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King of Callaghan Park turns into court jester

By Tony McMahon

A horse walks into a bar – I’m sure you have heard the joke with the bartender saying “why the long face”.

Over the years at Rockhampton’s Callaghan Park racecourse pre-dawn, veteran track work rider Wally Welburn reckons he has heard it far too often.

Along with the long-faced horse, there are the blonde jokes, Paddy and Murphy and hundreds more that Wally’s trackwork mate, Mark Unwin, dishes out each morning as they work horses around the track.

“He doesn’t stop,” Welburn jested.

“Never shuts up we talk all the way around. We talk of the old times, the horses, the old trainers and jockeys and the mischief. Mainly jokes though. Sometimes his jokes are so bad I just have to ride away. Even then I can hear him laughing at them. No, it’s all good fun.”

Welburn, 69 who retired after 36 years jockeying in 2001 with about 1500 winners behind him and 13 Rockhampton jockey’s premierships, was the ‘King of Callaghan Park’ in his hey days.

Unwin, 55 or ‘Snow’ as he is better known as, bowed out in 2004 after 23 years race riding.  

With 1200 winners to his credit, Snow may not have earned his great mate Wally’s title of King but without any doubt to this day Unwin is the ‘Prince’ of joke tellers at Callaghan Park.

Seriously though, between them Wally and Mark have a combined tally of 94 years of riding track wort there which will never be matched.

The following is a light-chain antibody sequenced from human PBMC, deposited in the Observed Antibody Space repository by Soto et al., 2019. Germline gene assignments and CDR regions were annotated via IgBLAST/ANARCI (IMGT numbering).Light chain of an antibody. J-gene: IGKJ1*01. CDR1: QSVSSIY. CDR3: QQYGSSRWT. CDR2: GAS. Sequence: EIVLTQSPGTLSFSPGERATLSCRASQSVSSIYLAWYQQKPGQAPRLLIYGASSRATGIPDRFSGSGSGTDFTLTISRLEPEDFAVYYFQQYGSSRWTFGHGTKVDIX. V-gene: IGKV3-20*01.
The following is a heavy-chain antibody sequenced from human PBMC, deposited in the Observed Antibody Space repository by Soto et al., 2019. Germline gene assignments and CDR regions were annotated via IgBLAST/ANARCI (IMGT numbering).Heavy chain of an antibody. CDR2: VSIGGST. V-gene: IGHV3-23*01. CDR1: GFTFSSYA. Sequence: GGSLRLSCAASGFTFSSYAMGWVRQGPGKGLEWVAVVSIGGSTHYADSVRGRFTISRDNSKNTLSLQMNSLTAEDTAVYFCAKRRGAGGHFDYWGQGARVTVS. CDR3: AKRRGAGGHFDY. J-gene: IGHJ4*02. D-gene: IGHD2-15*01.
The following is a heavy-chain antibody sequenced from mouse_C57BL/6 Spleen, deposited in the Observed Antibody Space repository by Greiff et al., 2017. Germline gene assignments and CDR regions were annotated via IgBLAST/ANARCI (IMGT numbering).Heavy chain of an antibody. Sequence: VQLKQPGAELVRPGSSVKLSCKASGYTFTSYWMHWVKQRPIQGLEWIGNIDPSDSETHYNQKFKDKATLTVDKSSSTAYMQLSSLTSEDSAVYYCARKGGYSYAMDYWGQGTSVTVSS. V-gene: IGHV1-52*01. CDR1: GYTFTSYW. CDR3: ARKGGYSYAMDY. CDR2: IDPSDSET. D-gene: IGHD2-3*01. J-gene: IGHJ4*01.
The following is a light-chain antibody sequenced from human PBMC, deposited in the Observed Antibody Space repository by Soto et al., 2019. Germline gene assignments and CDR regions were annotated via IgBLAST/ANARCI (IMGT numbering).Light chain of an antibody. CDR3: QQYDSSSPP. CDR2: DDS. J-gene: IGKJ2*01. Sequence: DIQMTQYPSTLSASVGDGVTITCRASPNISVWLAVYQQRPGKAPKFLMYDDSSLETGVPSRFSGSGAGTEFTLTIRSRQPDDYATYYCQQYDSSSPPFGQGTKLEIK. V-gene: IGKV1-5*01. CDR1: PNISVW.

That’s a racing certainty in an era where retired jockeys do just that – retire.

Back to Callaghan Park though.

It’s quite bemusing to be watching horses work down the floodlit straight and hear two riders talking and laughing – voices carry particularly in such open spaces before dawn.

Nine times out of 10, those that are within earshot of Unwin’s jokes will tell you that their laughter is not so much brought on by his gags, but more so by a reaction to his own laughter.

“It started off when I was a kid,” Unwin explained.

“Whenever all the family was together, we made fun of each other and shared jokes. It’s just carried on from there really. My dad (Shorty Unwin) was the same when he was riding here. Always joking. I admit though some of my jokes aren’t all that funny but there is nothing like a good laugh.”

All jokes aside, what makes Welburn and Unwin so dedicated that at their age they still ride arduous track work from such ungodly hours each morning astride feisty thoroughbreds regardless of the weather conditions?

“I’ve been doing it for about 55 years and I enjoy the horses and love educating the babies (two-year-old horses),” Welburn said.

“There is nothing better than jumping on a raw youngster, educating it and finding out you are developing a good product and see them winning. Also, the comradery – the racecourse is an education in itself.”

Unwin, always looking for a laugh reckons riding work helps keep him sane.

“Also riding horses keeps me fit and saves on gym fees. You don’t need to work out at a gym if you ride racehorses each morning,” Unwin quipped looking for a laugh which never eventuated before he obliged himself.

For most sane most folk, the very thought of just getting out of bed each morning at 2.30am is no laughing matter.

Rest assured however, out at Callaghan Park this morning the clatter of the horses’ hooves will at some point be diminished by unbridled laughter.

Is it reactionary to a Snow Unwin joke or just his spontaneous laughter is the question Mark?

IMAGE: It’s seems Mark Unwin’s mount Ginger (right) horse laughs to his joke while Wally and the filly Margo are nonplussed.